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Early Indo-European Texts

Old English

Jonathan Slocum

This page contains a text in Old English with a modern English translation. This particular text and its translation are extracted from a lesson in the Early Indo-European Online series, where one may find detailed information about this text (see the Table of Contents page for Old English Online in EIEOL), and general information about the Old English language and its speakers' culture.

Alfred's Wars with the Danes

s on sumera on ysum gre tfr se here, sum on astengle, sum on Norhymbre. Ond e feohlase wron him r scipu begton, ond s ofer s fron t Sigene.

Nfde se here, Godes onces, Angelcyn ealles forswe gebrocod, ac he wron micle swor gebrocede on m rim garum mid capes cwilde ond monna; ealles swost mid m t manige ra slestena cynges na e r on londe wron forfrdon on m rym garum. ra ws sum Swulf biscop on Hrfesceastre, ond Colmund ealdormon on Cent, ond Beorhtulf ealdormon on astseaxum, ond Wulfred ealdormon Hmtnscre, ond Ealhheard biscop t Dorceceastre, ond adulf cynges egn on Sseaxum, ond Beornulf wcgerfa on Winteceastre, ond Ecgulf cynges horsegn, ond manige ac him, h ic geungnestan nemde.

ilcan gare drehton hergas on astenglum ond on Norhymbrum Westseaxna lond swe be m sste mid stlhergum, ealra swust mid m scum e he fela gara r timbredon. ht lfred cyng timbran lang scipu ongn scas; wron fulnah t sw lange sw ru; sume hfdon LX ra, sume m; wron ger ge swiftran ge unwealtran ge ac herran onne ru; nron nwer ne on Frsisc gescpene ne on Denisc, bton sw him selfum hte t he nytwyroste bon meahten. t sumum cirre s ilcan gares cmon r sex scipu t Wiht, ond r mycel yfel gedydon, ger ge on Defenum ge wel hwr be m sriman. ht se cyng faran mid nigonum t ra nwena scipa; ond forfran him one man foran on termere. fron he mid rim scipum t ongn he, ond ro stdon t ufeweardum m man on drgum; wron men uppe on londe of gne. gefngon he ra rora scipa t t m man teweardum, ond men ofslgon, ond t n owand; on m wron ac men ofslgene bton ffum...

Translation

In summer in this year the enemy dispersed, some into East Anglia, some into Northumbria. Those who were without money got themselves ships there, and went south over the sea to the Seine.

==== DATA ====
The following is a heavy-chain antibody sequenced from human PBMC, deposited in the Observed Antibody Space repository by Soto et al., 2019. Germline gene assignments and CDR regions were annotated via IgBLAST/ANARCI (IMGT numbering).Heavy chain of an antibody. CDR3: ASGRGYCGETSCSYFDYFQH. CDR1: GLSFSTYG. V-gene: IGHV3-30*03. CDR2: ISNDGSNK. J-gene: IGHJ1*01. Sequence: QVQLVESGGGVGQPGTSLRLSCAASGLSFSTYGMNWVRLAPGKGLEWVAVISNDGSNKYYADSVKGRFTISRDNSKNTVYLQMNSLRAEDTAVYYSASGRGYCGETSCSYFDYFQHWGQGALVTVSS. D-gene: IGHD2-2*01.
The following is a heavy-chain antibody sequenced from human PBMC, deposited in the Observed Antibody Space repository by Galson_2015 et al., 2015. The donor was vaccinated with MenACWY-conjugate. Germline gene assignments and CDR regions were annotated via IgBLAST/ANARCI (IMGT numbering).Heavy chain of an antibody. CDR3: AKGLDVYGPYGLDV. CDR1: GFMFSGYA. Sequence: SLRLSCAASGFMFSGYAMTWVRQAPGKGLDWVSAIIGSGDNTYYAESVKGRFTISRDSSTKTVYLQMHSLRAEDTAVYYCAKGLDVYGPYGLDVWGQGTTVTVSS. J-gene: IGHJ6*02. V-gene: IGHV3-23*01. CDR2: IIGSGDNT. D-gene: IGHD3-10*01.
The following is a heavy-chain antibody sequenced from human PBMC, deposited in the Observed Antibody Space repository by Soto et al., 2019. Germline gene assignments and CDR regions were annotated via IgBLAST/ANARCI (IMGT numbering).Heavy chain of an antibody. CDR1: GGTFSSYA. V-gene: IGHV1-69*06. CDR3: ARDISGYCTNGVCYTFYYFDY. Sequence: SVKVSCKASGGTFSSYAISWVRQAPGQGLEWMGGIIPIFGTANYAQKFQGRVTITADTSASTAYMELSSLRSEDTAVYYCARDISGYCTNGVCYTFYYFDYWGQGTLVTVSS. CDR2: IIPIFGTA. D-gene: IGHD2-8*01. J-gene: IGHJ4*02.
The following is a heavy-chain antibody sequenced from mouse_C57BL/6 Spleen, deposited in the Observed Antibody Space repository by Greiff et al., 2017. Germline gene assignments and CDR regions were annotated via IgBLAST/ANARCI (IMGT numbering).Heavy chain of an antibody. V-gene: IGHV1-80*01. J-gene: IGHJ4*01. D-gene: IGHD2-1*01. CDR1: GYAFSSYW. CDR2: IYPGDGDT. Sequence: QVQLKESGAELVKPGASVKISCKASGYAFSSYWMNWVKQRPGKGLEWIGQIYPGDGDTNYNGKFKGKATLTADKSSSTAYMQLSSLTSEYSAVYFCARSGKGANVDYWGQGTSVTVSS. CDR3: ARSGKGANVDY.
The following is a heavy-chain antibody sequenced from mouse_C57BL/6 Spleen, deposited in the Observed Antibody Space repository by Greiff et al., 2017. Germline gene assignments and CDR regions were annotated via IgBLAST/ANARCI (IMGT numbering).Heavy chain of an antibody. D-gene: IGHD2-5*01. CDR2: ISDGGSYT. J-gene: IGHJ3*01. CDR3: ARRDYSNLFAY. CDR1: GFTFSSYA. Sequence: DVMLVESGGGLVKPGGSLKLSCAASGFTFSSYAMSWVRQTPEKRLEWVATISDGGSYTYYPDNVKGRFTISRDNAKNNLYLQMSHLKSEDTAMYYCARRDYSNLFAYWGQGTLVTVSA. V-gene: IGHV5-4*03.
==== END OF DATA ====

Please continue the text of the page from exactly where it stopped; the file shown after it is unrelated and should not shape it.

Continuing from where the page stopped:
The enemy had not, by the mercy of God, entirely crushed the English altogether, but they were afflicted much more in those three years by pestilence of cattle and of men; most of all among them many of the best of the king's thanes who were there in the land died within those three years. One of these was Swithulf, bishop in Rochester, and Ceolmund, a nobleman in Kent, and Bertulf, a nobleman in Essex, and Wulfred, a nobleman in Hampshire, and Elhard, bishop at Dorchester, and Eadulf, the king's thane in Sussex, and Bernuff, governor in Winchester, Egulf, the king's horse-thane, and many also with them, though I have named (only) the most distinguished.
In the same year the plunderers in East Anglia and Northumbria greatly harassed the land of the West Saxons around the southern shore with marauding bands, most of all with ships which they built many years before. Then King Alfred ordered (his men) to build long ships (to be used) against the (Danish) ships; they were almost twice as long as the others; some had 60 oars, some more. They were both swifter and steadier and also higher than the others; they were shaped neither on the Frisian nor on the Danish (model), but as it seemed -- to he himself -- they might be most useful. At a certain time of the same year there came six ships to (the Isle of) Wight, and did much mischief there, both in Devonshire and almost everywhere near the seacoast. Then the King ordered (his men) to go (out) with nine of the new ships; and they blocked the mouth of the river in front of the open sea. They rode out against them with three ships, and three (others) remained upwards of the river mouth on dry (ground); the men had gone away, up inland. They took two of the three ships at the outer river mouth, and slew the men, and the (other) one escaped; the men on it were also slain, except for five...